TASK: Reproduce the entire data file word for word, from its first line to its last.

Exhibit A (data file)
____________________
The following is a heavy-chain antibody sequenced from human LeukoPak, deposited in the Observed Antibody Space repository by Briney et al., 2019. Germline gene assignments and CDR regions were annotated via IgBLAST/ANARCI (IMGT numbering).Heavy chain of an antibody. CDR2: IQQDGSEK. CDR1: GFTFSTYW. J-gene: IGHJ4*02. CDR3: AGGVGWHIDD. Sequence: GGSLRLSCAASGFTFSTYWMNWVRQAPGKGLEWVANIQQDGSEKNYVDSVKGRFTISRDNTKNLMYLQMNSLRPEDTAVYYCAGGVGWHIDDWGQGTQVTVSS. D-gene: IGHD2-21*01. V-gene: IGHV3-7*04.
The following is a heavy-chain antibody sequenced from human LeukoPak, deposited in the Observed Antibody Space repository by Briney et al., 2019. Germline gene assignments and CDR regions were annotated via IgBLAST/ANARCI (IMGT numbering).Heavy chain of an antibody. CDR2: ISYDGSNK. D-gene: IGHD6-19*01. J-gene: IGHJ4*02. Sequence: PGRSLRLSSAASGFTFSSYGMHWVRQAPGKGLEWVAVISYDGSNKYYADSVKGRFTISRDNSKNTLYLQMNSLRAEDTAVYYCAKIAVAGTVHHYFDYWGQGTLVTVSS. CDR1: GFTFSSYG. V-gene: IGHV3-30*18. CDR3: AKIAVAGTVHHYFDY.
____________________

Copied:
The following is a heavy-chain antibody sequenced from human LeukoPak, deposited in the Observed Antibody Space repository by Briney et al., 2019. Germline gene assignments and CDR regions were annotated via IgBLAST/ANARCI (IMGT numbering).Heavy chain of an antibody. CDR2: IQQDGSEK. CDR1: GFTFSTYW. J-gene: IGHJ4*02. CDR3: AGGVGWHIDD. Sequence: GGSLRLSCAASGFTFSTYWMNWVRQAPGKGLEWVANIQQDGSEKNYVDSVKGRFTISRDNTKNLMYLQMNSLRPEDTAVYYCAGGVGWHIDDWGQGTQVTVSS. D-gene: IGHD2-21*01. V-gene: IGHV3-7*04.
The following is a heavy-chain antibody sequenced from human LeukoPak, deposited in the Observed Antibody Space repository by Briney et al., 2019. Germline gene assignments and CDR regions were annotated via IgBLAST/ANARCI (IMGT numbering).Heavy chain of an antibody. CDR2: ISYDGSNK. D-gene: IGHD6-19*01. J-gene: IGHJ4*02. Sequence: PGRSLRLSSAASGFTFSSYGMHWVRQAPGKGLEWVAVISYDGSNKYYADSVKGRFTISRDNSKNTLYLQMNSLRAEDTAVYYCAKIAVAGTVHHYFDYWGQGTLVTVSS. CDR1: GFTFSSYG. V-gene: IGHV3-30*18. CDR3: AKIAVAGTVHHYFDY.